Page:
New Jack White Album “Lazaretto” Kicks.

Jack White's "Lazaretto".

Jack White’s “Lazaret­to”.

It’s hard to believe that this is only Jack White’s sec­ond solo album. True, the White Stripes only offi­cial­ly dis­band­ed in 2011, but their last album, Icky Thump was way back in 2007.

It’s hard to believe because in the inter­im he seems to have become a one man music mak­ing machine.

There was The Racon­teurs, the band he formed with Bren­dan Ben­son and co. The Dead Weath­er, the one he put togeth­er with Ali­son Mosshart from the Kills and Dean Fer­ti­ta from Queens of The Stone Age. The won­der­ful­ly atmos­pher­ic album Rome, pro­duced by the sim­i­lar­ly ubiq­ui­tous Dan­ger Mouse and Daniele Lup­pi (reviewed ear­li­er here). Plus the small mat­ter of Third Man Records, the record label he formed and runs seem­ing­ly entire­ly on his own.

So far his Nashville stu­dio has played host to Wan­da Jack­son, Lau­ra Mar­ling, Loret­ta Lynn, First Aid Kit (reviewed ear­li­er here), Dri­ve By Truck­ers and Beck as well as pro­duc­ing reis­sues of Char­lie Pat­ton, Blind Willie McTell and Rufus Thomas. Oh, and his crack­ing first solo effort, Blun­der­buss from 2012, reviewed ear­li­er here.

The White Stripes in all their pomp with "Elephant".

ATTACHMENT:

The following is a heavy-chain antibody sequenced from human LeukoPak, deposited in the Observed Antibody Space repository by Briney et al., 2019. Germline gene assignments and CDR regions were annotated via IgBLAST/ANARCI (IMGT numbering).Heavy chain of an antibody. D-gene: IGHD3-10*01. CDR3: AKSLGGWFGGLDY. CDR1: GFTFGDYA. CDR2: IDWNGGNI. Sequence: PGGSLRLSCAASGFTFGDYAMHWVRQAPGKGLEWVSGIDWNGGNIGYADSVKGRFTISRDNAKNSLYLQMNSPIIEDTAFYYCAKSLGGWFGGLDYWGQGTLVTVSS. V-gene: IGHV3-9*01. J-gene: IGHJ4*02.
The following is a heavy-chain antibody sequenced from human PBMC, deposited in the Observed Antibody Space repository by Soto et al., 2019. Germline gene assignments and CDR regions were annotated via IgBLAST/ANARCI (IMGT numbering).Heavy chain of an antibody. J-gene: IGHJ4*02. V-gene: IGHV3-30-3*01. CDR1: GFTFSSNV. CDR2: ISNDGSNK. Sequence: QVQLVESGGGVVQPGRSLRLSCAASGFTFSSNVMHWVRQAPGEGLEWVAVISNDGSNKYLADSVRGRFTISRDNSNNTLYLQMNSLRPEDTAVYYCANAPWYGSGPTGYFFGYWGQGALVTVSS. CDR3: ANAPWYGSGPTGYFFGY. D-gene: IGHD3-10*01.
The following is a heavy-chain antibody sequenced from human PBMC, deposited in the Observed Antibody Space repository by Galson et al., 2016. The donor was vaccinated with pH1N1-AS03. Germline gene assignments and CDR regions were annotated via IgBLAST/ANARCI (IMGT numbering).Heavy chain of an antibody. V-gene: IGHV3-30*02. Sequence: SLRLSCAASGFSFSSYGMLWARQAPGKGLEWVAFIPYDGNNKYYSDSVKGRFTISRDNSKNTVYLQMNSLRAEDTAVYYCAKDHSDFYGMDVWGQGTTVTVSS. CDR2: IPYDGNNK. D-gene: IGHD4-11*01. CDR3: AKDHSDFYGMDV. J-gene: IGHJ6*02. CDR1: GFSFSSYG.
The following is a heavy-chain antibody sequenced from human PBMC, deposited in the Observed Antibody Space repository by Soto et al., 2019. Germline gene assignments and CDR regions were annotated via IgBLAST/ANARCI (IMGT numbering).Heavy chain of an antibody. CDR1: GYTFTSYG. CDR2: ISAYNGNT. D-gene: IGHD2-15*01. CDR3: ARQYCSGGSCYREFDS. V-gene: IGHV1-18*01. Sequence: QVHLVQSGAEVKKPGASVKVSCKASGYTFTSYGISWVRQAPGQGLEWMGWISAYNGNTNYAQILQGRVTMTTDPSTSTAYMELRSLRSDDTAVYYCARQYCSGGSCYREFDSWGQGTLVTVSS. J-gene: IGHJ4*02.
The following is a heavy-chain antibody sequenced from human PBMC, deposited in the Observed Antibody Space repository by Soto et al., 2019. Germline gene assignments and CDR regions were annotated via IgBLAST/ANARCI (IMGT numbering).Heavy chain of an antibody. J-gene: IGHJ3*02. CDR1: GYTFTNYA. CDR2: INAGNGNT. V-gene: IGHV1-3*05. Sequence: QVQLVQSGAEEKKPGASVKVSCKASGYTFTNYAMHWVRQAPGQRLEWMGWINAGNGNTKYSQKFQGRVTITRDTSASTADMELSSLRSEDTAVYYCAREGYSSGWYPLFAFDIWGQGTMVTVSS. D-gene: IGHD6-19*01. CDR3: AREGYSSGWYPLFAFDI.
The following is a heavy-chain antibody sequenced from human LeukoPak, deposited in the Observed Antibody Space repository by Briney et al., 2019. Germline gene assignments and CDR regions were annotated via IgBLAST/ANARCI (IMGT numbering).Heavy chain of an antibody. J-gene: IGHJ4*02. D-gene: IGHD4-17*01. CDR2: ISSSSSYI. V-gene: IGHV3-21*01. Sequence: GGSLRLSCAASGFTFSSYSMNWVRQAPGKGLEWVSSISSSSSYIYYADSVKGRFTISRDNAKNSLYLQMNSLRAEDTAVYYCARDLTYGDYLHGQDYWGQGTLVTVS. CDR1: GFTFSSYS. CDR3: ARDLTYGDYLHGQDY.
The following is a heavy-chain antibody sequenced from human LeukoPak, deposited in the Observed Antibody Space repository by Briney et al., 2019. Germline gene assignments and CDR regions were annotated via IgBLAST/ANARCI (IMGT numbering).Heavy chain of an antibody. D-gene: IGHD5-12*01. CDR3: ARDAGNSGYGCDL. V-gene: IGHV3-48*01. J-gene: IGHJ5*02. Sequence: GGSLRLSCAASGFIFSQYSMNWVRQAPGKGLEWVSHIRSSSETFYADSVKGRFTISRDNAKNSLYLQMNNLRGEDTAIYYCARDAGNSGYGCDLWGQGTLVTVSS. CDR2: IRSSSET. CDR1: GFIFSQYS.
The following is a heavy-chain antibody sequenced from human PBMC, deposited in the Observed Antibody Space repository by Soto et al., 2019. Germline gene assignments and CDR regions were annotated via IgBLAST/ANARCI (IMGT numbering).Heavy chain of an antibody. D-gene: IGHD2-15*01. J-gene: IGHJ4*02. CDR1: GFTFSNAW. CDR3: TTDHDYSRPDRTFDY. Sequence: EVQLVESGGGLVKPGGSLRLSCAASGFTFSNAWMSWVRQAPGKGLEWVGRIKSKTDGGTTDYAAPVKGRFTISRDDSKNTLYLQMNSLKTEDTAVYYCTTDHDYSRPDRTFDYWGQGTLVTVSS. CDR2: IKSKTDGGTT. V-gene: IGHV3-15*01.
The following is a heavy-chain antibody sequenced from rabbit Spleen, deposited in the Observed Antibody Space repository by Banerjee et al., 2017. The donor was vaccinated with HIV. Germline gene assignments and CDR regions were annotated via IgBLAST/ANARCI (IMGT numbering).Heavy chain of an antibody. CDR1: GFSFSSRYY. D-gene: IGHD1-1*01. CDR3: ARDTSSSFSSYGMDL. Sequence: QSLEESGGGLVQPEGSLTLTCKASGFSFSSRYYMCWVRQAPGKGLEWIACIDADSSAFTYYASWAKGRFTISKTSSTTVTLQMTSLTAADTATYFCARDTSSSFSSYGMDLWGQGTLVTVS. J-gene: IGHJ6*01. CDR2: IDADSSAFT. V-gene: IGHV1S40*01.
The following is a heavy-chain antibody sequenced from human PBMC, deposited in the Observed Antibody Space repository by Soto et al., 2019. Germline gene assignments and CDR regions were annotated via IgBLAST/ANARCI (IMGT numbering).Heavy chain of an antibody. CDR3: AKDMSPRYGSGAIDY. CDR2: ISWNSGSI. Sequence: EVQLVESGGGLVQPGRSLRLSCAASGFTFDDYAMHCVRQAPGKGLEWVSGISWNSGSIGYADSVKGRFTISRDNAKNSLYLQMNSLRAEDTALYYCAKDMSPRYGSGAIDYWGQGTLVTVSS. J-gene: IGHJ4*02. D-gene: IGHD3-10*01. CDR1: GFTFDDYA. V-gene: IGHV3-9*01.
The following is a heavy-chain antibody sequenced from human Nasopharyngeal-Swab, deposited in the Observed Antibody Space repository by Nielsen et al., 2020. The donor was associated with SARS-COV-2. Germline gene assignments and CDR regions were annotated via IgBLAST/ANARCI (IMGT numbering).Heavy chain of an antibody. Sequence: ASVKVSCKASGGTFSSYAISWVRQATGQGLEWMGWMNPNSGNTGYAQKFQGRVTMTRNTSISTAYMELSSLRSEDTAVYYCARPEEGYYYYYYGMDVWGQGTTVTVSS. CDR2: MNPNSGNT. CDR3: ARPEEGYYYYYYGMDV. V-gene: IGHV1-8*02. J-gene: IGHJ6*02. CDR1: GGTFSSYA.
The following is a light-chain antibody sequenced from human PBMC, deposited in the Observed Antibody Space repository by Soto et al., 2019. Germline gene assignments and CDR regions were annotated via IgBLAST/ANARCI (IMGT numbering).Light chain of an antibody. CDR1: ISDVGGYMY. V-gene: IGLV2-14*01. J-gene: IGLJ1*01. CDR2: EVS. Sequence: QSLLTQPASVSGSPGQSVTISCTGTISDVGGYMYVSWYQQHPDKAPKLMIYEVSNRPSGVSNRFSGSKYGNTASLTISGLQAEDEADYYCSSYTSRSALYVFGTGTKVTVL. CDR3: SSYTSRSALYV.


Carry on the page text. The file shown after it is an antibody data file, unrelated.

The White Stripes in all their pomp with “Ele­phant”.

Lazaret­to his sec­ond is, in the best pos­si­ble sense, a great­est hits com­pi­la­tion of the many dif­fer­ent musi­cal moods and gen­res that he’s drawn to.

There’s the aus­ter­i­ty and rigour of the White Stripes, the more expan­sive and relaxed coun­try rock of the Racon­teurs, and that con­stant pur­suit and explo­ration of the roots and rhythms of his Amer­i­can musi­cal her­itage that’s becom­ing increas­ing­ly cen­tral to every­thing he does.

In this, and in his con­stant rest­less­ness, that sense of being for­ev­er dri­ven to gaze ever fur­ther afield, and ever more deep­er with­in, we final­ly have a musi­cian gen­uine­ly capa­ble of pick­ing up the man­tle of his friend and musi­cal men­tor Bob Dylan.

White’s the real deal. And Lazaret­to, as you’d expect, is gold.

You can see the title track­’s video Lazaret­to here.

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